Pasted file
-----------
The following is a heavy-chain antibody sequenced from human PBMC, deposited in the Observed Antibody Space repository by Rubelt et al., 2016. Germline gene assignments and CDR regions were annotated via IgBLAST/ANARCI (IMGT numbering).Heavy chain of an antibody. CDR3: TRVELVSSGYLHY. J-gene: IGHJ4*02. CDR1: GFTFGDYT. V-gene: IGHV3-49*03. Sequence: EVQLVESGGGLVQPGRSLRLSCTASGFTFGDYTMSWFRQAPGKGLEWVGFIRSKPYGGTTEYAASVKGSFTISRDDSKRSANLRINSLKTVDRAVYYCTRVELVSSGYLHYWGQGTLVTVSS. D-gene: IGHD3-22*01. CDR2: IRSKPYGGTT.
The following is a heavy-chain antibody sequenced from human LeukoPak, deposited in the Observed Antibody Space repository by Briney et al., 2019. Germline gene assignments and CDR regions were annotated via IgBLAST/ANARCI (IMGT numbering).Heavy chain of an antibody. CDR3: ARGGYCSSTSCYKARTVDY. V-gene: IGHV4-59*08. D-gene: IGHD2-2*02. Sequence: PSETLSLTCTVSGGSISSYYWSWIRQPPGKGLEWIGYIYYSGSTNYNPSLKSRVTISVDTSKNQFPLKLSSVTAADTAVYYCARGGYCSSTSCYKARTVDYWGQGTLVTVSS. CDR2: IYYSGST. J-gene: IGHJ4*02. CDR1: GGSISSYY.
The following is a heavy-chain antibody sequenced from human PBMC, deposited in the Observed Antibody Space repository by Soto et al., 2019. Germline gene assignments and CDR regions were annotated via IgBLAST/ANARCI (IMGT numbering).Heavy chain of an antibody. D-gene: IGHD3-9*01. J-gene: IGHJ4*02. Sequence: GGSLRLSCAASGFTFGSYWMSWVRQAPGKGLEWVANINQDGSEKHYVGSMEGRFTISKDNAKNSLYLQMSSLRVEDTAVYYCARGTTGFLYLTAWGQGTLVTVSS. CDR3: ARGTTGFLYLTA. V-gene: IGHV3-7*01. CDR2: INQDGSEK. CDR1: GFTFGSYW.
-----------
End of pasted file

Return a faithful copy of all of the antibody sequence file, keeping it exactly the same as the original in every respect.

The following is a heavy-chain antibody sequenced from human PBMC, deposited in the Observed Antibody Space repository by Rubelt et al., 2016. Germline gene assignments and CDR regions were annotated via IgBLAST/ANARCI (IMGT numbering).Heavy chain of an antibody. CDR3: TRVELVSSGYLHY. J-gene: IGHJ4*02. CDR1: GFTFGDYT. V-gene: IGHV3-49*03. Sequence: EVQLVESGGGLVQPGRSLRLSCTASGFTFGDYTMSWFRQAPGKGLEWVGFIRSKPYGGTTEYAASVKGSFTISRDDSKRSANLRINSLKTVDRAVYYCTRVELVSSGYLHYWGQGTLVTVSS. D-gene: IGHD3-22*01. CDR2: IRSKPYGGTT.
The following is a heavy-chain antibody sequenced from human LeukoPak, deposited in the Observed Antibody Space repository by Briney et al., 2019. Germline gene assignments and CDR regions were annotated via IgBLAST/ANARCI (IMGT numbering).Heavy chain of an antibody. CDR3: ARGGYCSSTSCYKARTVDY. V-gene: IGHV4-59*08. D-gene: IGHD2-2*02. Sequence: PSETLSLTCTVSGGSISSYYWSWIRQPPGKGLEWIGYIYYSGSTNYNPSLKSRVTISVDTSKNQFPLKLSSVTAADTAVYYCARGGYCSSTSCYKARTVDYWGQGTLVTVSS. CDR2: IYYSGST. J-gene: IGHJ4*02. CDR1: GGSISSYY.
The following is a heavy-chain antibody sequenced from human PBMC, deposited in the Observed Antibody Space repository by Soto et al., 2019. Germline gene assignments and CDR regions were annotated via IgBLAST/ANARCI (IMGT numbering).Heavy chain of an antibody. D-gene: IGHD3-9*01. J-gene: IGHJ4*02. Sequence: GGSLRLSCAASGFTFGSYWMSWVRQAPGKGLEWVANINQDGSEKHYVGSMEGRFTISKDNAKNSLYLQMSSLRVEDTAVYYCARGTTGFLYLTAWGQGTLVTVSS. CDR3: ARGTTGFLYLTA. V-gene: IGHV3-7*01. CDR2: INQDGSEK. CDR1: GFTFGSYW.